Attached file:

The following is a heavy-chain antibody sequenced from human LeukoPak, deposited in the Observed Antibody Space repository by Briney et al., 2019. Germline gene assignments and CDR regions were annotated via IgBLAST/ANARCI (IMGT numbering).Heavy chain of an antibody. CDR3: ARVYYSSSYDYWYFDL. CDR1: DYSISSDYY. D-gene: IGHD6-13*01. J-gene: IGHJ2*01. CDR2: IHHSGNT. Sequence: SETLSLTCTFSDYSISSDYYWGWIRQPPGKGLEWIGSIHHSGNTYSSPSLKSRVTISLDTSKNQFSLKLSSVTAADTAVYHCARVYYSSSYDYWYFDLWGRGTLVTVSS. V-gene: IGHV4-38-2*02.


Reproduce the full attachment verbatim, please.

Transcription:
The following is a heavy-chain antibody sequenced from human LeukoPak, deposited in the Observed Antibody Space repository by Briney et al., 2019. Germline gene assignments and CDR regions were annotated via IgBLAST/ANARCI (IMGT numbering).Heavy chain of an antibody. CDR3: ARVYYSSSYDYWYFDL. CDR1: DYSISSDYY. D-gene: IGHD6-13*01. J-gene: IGHJ2*01. CDR2: IHHSGNT. Sequence: SETLSLTCTFSDYSISSDYYWGWIRQPPGKGLEWIGSIHHSGNTYSSPSLKSRVTISLDTSKNQFSLKLSSVTAADTAVYHCARVYYSSSYDYWYFDLWGRGTLVTVSS. V-gene: IGHV4-38-2*02.